Proof of Concept: What It is and How to Do It Right
Before developing an idea into a product, there’s a crucial step that every business must take: executing a successful proof of concept. Learn more.
The last several years have seen a near-seismic shift in the way marketers think of customers. As the marketing flywheel takes the place of the marketing funnel, customers have gone from being the end result of the marketing process to being at the center. Content isn’t just for customers anymore — content should also be by and about customers. This is where user-generated content (UGC) comes in.
UGC started as a way to lump together reviews, customer photos, and pieces that didn’t easily fit into more established marketing categories. As the internet has grown, the amount of UGC has grown with it. This is especially important to direct-to-consumer (D2C) marketers because now there’s a wealth of low-cost, customer-driven content to fuel their content marketing machines. Let’s explore the UGC available, and where they can fit into your content marketing plan.
People love sharing their experiences with brands. So much so that 52% of shoppers report having written at least one review in the past year. According to the same source, a full 15% have written reviews as often as they’ve consulted them.
While marketers use positive reviews for case studies, testimonials, and video sales letters, ignoring negative reviews is dangerous and disappointing to customers. Customers use negative reviews to tell companies exactly what their challenges are. If brands address these pain points in their content, it helps circumvent these issues in the future and serves as heartfelt apologies to bring lost customers back into the fold.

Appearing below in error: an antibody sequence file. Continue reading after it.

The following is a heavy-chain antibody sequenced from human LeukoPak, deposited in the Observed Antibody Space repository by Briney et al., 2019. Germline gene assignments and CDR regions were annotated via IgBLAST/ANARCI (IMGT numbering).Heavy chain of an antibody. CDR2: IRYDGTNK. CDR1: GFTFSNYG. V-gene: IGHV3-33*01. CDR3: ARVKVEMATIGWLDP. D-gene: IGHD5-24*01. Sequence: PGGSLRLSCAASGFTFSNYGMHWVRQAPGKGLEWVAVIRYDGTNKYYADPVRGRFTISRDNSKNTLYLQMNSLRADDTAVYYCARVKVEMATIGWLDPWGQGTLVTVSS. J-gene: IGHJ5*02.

Let’s take a look at an example of excellent UGC. The brand Supreme has countless blogs, websites, podcasts, and microblogging pages dedicated to them. They’re a testament to the passion of Supreme’s customers: These are people who are so committed to sharing their experiences that they’re writing hundreds of thousands of words about Supreme’s products, all without being paid or rewarded in any way.
Most brands aren’t Supreme, but they still have an opportunity to create dedicated fans and supporters to blog, write, and produce content about them. Here are a few ways to bring customers into your content marketing machine:
Instagram, YouTube, Snapchat, and TikTok control almost all social media activity for millennials and Gen Z. Over three-quarters of teens and young adults say they use one of those platforms as their primary social media outlet, and that’s unlikely to change as they get older. The content posted on these platforms is also intensely visual, short, and to the point. Content marketers need to take note: The future of content isn’t all long-form or in-depth — sometimes, it’s a quick one-liner!
Taking advantage of visual and media content doesn’t have to be complicated. For example, you can scout for followers who post about your products and share their posts on your feed. Collecting social proof generates a tremendous amount of goodwill and content for your brands’ marketing engines.
Taking the leap from curating to collaborating, however, is the real holy grail of multimedia UGC. Forming partnerships and collaborating with influencers has the biggest payoff. Brands spend billions on influencer marketing, and that figure will only grow — it’s estimated to reach $15 billion by 2022. Bringing influencers on board to create content on behalf of the brand and in collaboration with the marketing team can yield some of the most powerful assets a brand can produce.
D2C brands take note: While influencers with millions of followers can get your brand great exposure, choosing an influencer with a smaller fan base is also an excellent way to drive conversions and sales.
Brands need to listen to what customers say and to let them control the content. This means that companies need to create content based on how the customers experience the brand, not how the brand wants customers to experience it. Marketers and brand managers need to pay close attention to the communities that spring up around them and open up a dialogue with their fans that allows them to control the conversation.
While we’re on the topic of customers, let’s explore how collecting customer intelligence can be helpful to your business.
Last updated on August 16th, 2022.